In this fast-altering universe that favours nostalgia associated with legacy brands, Atlas Cycles has plenty riding in its favour — its rich history from being the official supplier of bicycles to the 1982 Asian Games in New Delhi to being the bicycle that made saree-clad women cyclists a currency in India. Its brand appeal cuts across generations and for decades purely built on the back of affordability, brand agility and product offerings that kept up with the times.There isn’t a better time for Atlas to come back into the race.

Originally published in moneycontrol.

PALLAVI SINGH is a journalist and business historian in training at Queen’s University Centre for Economic History, Belfast. Views are personal.

Can Atlas Cycles make a comeback?

I wrote this for @moneycontrolcom and the inspiration came from my brother. More than a decade after he left high school, he invested in a bicycle. This reminded me of our favourite wheels as children — Atlas cycles.

COVID-19 and the restrictions it imposed had clearly tested the patience of thousands like him who had had enough of indoor workouts, and thought cycling outdoors was a better way to burn calories. Sadly, Atlas cycles shut shop last year. The company is out of the market at a time consumer demand has boomed and the humble bicycle has made a fierce comeback.

The pandemic has induced changes in customer behaviour and preferences and the surge for the demand in bicycles is a global trend. This reminded me of the British bicycle mania in history when Britain saw a rapid increase in the number of registered cycle manufacturers. Check out @wquinn05 ‘s excellent working paper for @QUCEHBelfast which offered me great insights for the piece: http://quceh.org.uk/uploads/1/0/5/5/10558478/wp16-06.pdf

Demand leads to innovation. Will it for India where bicycle production is second only to China? I learnt a great deal from Sudev Sheth’s paper on small businesses who used history to leverage their brands. A summary of the paper is here https://linkedin.com/pulse/tapping-history-how-empty-mills-leapfrogging-todays-global-sheth/

Some of the innovation has already begun and there isn’t a better time for Atlas to come riding back into the boom. Read the full piece here:

You could download the piece below.

Also, for a learned deep-dive into the British Bicycle mania and other booms and busts in history, do read @ProfJohnTurner @wquinn05 ‘s @BoomBustBubbles. Book available here – https://www.amazon.co.uk/Boom-Bust-History-Financial-Bubbles/dp/1108421253

That’s it for now, back again with more. Watch this space or follow @econhistorienne @moneycontrolcom.

Enjoy your Sunday,

PS.

Debuted with Opinion in Moneycontrol today

I will be writing op-eds for moneycontrol, India’s number 1 financial news website, and today was my debut. Do read.

Moneycontrol Link: https://www.moneycontrol.com/news/opinion/time-for-a-policy-rethink-on-crime-and-poverty-eradication-5762451.html

7 Things Govt Could Have Done To Stop the Delhi Riots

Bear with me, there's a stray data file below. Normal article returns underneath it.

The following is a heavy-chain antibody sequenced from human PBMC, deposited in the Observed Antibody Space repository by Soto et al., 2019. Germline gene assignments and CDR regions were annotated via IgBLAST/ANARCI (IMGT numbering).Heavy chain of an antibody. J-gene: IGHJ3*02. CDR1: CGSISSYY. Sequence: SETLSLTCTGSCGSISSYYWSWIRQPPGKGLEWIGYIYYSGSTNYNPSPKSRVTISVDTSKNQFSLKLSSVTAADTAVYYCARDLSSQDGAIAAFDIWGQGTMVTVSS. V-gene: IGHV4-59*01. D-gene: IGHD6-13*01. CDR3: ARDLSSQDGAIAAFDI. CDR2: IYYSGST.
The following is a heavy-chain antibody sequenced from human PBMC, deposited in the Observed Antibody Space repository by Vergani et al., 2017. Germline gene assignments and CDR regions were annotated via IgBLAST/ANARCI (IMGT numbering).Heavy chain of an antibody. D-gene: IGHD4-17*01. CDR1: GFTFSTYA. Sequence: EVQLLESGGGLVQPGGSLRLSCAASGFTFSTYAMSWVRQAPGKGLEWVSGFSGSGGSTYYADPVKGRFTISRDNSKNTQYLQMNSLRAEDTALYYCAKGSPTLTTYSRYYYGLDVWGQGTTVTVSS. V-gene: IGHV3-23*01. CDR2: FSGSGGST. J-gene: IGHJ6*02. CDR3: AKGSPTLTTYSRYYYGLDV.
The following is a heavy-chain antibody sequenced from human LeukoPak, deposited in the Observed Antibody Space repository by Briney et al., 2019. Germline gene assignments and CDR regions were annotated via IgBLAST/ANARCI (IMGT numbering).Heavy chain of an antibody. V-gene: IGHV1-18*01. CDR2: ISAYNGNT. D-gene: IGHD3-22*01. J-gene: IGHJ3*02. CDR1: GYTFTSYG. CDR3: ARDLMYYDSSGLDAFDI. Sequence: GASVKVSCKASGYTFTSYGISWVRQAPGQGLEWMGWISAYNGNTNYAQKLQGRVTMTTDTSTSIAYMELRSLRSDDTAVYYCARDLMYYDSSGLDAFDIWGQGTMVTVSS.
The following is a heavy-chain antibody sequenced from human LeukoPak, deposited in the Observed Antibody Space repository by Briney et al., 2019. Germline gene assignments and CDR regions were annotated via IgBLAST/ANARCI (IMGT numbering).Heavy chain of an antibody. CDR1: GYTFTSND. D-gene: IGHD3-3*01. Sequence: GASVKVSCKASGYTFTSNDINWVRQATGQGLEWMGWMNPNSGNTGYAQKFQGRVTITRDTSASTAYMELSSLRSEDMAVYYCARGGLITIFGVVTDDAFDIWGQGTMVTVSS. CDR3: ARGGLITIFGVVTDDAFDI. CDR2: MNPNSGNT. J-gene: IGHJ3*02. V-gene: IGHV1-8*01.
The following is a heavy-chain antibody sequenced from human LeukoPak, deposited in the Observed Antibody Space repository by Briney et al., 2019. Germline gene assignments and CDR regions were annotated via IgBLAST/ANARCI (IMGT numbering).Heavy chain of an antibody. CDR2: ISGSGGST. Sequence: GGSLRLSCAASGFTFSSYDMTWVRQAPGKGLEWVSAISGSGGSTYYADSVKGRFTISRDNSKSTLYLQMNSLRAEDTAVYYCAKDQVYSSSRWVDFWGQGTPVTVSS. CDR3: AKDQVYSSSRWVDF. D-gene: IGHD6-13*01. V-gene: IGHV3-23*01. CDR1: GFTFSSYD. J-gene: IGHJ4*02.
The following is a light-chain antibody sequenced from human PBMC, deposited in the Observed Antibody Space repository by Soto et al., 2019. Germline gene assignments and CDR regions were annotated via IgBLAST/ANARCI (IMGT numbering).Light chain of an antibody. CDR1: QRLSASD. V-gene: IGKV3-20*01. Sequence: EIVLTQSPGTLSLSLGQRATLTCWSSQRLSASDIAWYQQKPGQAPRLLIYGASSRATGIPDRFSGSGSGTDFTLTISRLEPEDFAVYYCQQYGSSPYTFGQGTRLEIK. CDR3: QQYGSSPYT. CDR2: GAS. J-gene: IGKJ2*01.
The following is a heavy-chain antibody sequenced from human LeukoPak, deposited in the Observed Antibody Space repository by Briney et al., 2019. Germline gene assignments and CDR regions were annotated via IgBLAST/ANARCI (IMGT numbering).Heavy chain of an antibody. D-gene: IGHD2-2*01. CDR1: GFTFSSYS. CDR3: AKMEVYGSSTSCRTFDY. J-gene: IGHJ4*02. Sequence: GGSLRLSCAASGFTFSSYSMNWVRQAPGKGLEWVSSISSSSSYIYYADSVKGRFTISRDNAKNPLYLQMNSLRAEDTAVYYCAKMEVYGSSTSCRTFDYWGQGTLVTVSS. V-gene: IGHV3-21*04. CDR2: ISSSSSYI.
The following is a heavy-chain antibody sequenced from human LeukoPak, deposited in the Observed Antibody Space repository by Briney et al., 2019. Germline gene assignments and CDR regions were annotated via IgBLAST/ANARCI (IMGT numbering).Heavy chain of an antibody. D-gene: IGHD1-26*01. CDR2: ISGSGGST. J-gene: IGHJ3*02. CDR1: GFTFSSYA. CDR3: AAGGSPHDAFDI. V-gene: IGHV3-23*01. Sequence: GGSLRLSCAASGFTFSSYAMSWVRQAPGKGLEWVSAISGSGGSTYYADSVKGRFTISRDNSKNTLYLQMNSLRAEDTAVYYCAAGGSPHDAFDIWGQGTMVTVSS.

The law, judgments and precedents are unanimous: the police are empowered, can and must take urgent action to curb rioting. As former police chiefs tell us, the Delhi riots could have been stopped at many levels and stages. They were not. First published in Article-14.

PALLAVI SINGH

New Delhi: The toll in the deadliest communal riots—doctors reported gunshot wounds, crushed skulls and torn genitals—in India’s capital since Independence is now up to 46 with hundreds injured, the majority of those Muslims.

Over three days from 24 February 2020, violent mobs shot, bludgeoned and stabbed people and burnt houses, shops, marketplaces and mosques. Journalists covering the riot were heckled, threatened and beaten.

Many Muslim and Hindu residents agreed on one characteristic: even as truckloads of unidentified masked men poured in, the Delhi police either stood by or went missing. One account said Hindus praised the police for saving lives, while Muslims said their calls for help went unanswered.

Did the Delhi police and the home ministry, which controls the city police, do enough? Could they have stopped the riots from escalating in northeast Delhi, one of India’s most densely populated districts, amongst the poorest of the capital’s districts and one with the largest Muslim population?

Yes, they could and should have, former police officers told Article-14. The result, according to Ashutosh Varhsney, professor of Political Science at Brown University, who studied communal violence in India during the 1990s, was a “pogrom”.

A number of guidelines and statutes governing police action during communal riots, including specific sections under the Code of Criminal Procedure (CrPC), various Supreme Court judgements and observations (here, here and here), the Delhi Police Manual and government guidelines (here, here and here) on communal violence, are unanimous: the police must take urgent and immediate action to prevent and curb the riots and minimise damage.